I have seen it on tv and I definitely look forward to buy one. I
understand it will be sold to consumers in one-two years and by that
time we can be sure there will be already improvements on the current
performance. As it happens, this technology will improve much faster
if other companies are allowed to work on it.
Some other thoughts:
The impact of the segway in Europe may be even bigger than in the US.
We have smaller, more compact, overpopulated cities with shorter
distances and chronical parking problems. At the same time we have
hilly and bumpy city roads, I wonder how the segway performs on those.
One of my first thoughts was, what do I do with the segway once I get
to destination, and how I make sure that it is not stolen. We can be
sure that street kids will learn immediately how to work around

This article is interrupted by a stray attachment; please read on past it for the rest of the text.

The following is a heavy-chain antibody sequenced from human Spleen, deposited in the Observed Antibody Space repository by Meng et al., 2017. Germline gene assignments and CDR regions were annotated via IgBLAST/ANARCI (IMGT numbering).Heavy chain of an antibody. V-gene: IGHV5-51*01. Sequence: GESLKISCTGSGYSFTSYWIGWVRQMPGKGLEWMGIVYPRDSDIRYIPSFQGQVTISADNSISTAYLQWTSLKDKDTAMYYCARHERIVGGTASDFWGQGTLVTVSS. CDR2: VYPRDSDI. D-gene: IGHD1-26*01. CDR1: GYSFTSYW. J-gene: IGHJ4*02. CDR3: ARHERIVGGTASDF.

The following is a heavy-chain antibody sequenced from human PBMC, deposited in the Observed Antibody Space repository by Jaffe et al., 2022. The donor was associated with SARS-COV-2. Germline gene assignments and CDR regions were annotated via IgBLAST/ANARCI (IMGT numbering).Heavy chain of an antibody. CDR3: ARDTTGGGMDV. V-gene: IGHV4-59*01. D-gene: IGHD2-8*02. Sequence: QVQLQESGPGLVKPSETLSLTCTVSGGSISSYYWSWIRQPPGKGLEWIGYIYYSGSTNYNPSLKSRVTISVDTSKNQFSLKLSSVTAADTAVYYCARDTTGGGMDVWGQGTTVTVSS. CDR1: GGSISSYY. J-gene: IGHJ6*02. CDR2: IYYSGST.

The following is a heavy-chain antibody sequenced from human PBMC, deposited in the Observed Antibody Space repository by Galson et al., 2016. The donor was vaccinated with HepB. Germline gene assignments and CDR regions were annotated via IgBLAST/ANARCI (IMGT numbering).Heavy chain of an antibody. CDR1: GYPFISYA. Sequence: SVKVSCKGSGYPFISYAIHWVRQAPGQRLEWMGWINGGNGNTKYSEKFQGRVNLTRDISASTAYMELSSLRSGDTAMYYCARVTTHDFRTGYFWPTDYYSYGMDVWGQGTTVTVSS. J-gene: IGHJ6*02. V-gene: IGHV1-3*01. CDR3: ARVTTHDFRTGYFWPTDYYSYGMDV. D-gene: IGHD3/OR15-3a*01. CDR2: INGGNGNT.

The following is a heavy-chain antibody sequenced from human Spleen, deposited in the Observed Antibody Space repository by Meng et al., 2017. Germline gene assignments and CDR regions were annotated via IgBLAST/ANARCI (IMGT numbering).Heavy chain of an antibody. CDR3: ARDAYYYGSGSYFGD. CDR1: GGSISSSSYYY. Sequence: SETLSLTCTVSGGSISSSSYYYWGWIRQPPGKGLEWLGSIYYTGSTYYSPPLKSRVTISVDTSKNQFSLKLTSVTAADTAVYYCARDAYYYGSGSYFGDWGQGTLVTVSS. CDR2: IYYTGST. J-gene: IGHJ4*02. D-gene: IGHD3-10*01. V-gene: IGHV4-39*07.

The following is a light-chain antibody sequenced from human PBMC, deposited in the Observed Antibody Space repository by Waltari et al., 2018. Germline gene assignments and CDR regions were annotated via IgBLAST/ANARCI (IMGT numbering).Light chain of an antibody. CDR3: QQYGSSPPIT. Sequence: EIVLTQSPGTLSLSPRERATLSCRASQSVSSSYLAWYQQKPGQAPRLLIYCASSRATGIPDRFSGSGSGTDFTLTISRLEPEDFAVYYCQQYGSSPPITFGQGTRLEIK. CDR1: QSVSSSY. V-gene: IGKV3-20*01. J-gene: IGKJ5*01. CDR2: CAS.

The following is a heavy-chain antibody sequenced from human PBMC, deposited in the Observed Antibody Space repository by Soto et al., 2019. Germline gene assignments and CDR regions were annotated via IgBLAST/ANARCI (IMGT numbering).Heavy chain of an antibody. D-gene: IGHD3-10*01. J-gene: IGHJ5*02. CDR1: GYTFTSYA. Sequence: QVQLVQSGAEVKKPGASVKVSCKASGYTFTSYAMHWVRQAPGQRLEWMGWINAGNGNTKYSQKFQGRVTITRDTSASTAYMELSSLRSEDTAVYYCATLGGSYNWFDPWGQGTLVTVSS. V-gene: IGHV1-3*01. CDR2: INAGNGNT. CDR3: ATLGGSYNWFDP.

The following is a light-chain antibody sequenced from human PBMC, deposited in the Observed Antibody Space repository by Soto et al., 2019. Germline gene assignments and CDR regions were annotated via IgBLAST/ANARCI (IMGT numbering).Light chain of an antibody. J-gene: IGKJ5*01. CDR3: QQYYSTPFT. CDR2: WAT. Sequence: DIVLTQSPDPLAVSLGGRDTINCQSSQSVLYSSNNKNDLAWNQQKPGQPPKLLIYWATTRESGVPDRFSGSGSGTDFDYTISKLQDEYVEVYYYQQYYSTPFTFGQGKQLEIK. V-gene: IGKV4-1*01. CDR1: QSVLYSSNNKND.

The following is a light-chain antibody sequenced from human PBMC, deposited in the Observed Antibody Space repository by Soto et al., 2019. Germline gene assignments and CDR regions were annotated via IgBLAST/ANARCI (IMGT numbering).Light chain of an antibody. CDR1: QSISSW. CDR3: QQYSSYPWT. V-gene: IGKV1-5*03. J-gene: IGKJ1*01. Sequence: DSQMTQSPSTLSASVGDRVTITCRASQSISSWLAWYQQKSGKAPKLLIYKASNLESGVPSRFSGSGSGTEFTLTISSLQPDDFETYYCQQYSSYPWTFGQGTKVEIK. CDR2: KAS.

whatever antitheft device is installed. So the best solution is to
carry it to office, shop, friend home, etc. Here weight is a problem,
30 kilos is too much for most people.
Top speed is another issues, 20 km/hour is a step in the good
direction but still too slow for sustained routine use.
Anyway I am sure that in a few years we will be able to buy lighter,
faster and cheaper models, and then the quality of life in cities will
improve a lot.
On Sun, 02 Dec 2001 11:14:36 -0800, Max More <firstname.lastname@example.org> wrote:
>This was posted on The Drudge report earlier this morning, I am told. It's
>now been removed except for the headline. Could this be IT? We'll find out
>tomorrow. If it is, I don't think it's world-changing, but it's pretty nifty.
>'The Big Idea is to Put a Human Being into a System Where the Machine Acts
>an Extension of your Body'
--- G.P. email@example.com
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